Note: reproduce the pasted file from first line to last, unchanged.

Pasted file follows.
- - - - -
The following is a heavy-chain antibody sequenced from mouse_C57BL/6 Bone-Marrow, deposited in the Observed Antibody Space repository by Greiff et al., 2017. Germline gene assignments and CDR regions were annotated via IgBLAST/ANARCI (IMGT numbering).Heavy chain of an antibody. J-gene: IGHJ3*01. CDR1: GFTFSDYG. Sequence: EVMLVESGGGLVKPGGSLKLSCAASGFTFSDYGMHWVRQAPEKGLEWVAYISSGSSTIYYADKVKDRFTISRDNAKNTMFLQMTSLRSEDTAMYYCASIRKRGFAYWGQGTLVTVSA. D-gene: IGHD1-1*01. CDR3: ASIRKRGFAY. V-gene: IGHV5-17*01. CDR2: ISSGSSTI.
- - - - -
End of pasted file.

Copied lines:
The following is a heavy-chain antibody sequenced from mouse_C57BL/6 Bone-Marrow, deposited in the Observed Antibody Space repository by Greiff et al., 2017. Germline gene assignments and CDR regions were annotated via IgBLAST/ANARCI (IMGT numbering).Heavy chain of an antibody. J-gene: IGHJ3*01. CDR1: GFTFSDYG. Sequence: EVMLVESGGGLVKPGGSLKLSCAASGFTFSDYGMHWVRQAPEKGLEWVAYISSGSSTIYYADKVKDRFTISRDNAKNTMFLQMTSLRSEDTAMYYCASIRKRGFAYWGQGTLVTVSA. D-gene: IGHD1-1*01. CDR3: ASIRKRGFAY. V-gene: IGHV5-17*01. CDR2: ISSGSSTI.